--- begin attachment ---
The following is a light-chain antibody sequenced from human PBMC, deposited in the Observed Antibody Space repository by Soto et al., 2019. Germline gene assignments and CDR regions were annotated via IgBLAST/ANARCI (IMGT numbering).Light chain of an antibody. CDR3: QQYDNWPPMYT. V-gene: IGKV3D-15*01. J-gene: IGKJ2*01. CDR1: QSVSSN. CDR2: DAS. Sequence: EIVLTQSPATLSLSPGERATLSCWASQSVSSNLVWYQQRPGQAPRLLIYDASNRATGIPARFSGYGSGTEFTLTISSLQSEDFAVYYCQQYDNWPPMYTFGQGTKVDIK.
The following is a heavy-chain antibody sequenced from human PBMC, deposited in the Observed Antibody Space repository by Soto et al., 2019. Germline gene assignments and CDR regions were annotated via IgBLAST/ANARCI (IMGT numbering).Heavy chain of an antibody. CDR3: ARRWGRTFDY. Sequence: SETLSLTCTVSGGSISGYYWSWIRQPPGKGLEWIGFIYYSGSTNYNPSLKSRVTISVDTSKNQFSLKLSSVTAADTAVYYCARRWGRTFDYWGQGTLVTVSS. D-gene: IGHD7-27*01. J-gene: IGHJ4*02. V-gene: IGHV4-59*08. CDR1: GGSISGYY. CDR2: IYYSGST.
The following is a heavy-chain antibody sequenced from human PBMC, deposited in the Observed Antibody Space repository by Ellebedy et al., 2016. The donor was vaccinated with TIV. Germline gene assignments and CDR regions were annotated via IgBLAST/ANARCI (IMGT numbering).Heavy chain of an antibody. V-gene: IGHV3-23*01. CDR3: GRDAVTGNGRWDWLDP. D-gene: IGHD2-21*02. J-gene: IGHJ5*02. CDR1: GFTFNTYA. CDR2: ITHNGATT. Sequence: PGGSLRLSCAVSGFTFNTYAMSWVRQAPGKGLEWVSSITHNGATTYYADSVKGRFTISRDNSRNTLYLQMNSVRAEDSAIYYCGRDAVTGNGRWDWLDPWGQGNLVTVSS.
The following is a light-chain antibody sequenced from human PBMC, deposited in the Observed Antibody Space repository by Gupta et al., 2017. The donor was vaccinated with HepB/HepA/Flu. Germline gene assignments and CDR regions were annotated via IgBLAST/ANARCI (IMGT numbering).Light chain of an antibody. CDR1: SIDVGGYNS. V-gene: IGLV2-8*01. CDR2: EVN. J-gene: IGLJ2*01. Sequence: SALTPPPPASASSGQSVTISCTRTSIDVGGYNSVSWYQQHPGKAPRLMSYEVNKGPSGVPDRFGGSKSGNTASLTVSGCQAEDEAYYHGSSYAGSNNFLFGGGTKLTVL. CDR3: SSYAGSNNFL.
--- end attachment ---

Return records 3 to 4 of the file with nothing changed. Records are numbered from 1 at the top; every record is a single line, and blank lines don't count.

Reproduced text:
The following is a heavy-chain antibody sequenced from human PBMC, deposited in the Observed Antibody Space repository by Ellebedy et al., 2016. The donor was vaccinated with TIV. Germline gene assignments and CDR regions were annotated via IgBLAST/ANARCI (IMGT numbering).Heavy chain of an antibody. V-gene: IGHV3-23*01. CDR3: GRDAVTGNGRWDWLDP. D-gene: IGHD2-21*02. J-gene: IGHJ5*02. CDR1: GFTFNTYA. CDR2: ITHNGATT. Sequence: PGGSLRLSCAVSGFTFNTYAMSWVRQAPGKGLEWVSSITHNGATTYYADSVKGRFTISRDNSRNTLYLQMNSVRAEDSAIYYCGRDAVTGNGRWDWLDPWGQGNLVTVSS.
The following is a light-chain antibody sequenced from human PBMC, deposited in the Observed Antibody Space repository by Gupta et al., 2017. The donor was vaccinated with HepB/HepA/Flu. Germline gene assignments and CDR regions were annotated via IgBLAST/ANARCI (IMGT numbering).Light chain of an antibody. CDR1: SIDVGGYNS. V-gene: IGLV2-8*01. CDR2: EVN. J-gene: IGLJ2*01. Sequence: SALTPPPPASASSGQSVTISCTRTSIDVGGYNSVSWYQQHPGKAPRLMSYEVNKGPSGVPDRFGGSKSGNTASLTVSGCQAEDEAYYHGSSYAGSNNFLFGGGTKLTVL. CDR3: SSYAGSNNFL.